The JSC is shaking the foundations it was built on
Politics in a body established to bolster the independence and quality of aspiring justices guards nobody
A millennium or so ago, sometime between the first and second centuries, the Roman poet Juvenal asked a question which resonates now in troubled SA.
“Quis custodiet Ipsos custodes?” or “Who will guard the guards themselves?” remains key, especially for a country which, on the one hand, celebrates its constitution and, on the other, finds so many of its guardrails broken and essentially useless.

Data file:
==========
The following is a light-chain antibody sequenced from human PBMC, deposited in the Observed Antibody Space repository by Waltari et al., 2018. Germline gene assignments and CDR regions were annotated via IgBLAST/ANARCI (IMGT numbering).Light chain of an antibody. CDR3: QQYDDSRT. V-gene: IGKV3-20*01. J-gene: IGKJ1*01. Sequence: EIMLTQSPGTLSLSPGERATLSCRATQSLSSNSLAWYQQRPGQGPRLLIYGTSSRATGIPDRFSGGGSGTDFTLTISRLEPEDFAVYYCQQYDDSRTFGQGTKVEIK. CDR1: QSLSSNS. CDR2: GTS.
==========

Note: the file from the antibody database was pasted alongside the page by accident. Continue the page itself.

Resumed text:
According to an Afrobarometer survey released last week, most South Africans share the view that the constitutional instruments designed to empower citizens and curb the abuse of power are unfit for purpose. So much so that two thirds of those surveyed would, apparently, junk the constitution and elections for parliament if “a non-elected government could provide jobs, improved services and security”. Little wonder then that the same survey records “the lowest levels in history” (or since the survey was first conducted in 2006) of trust in institutions such as the presidency, parliament, the public protector and the electoral commission of SA...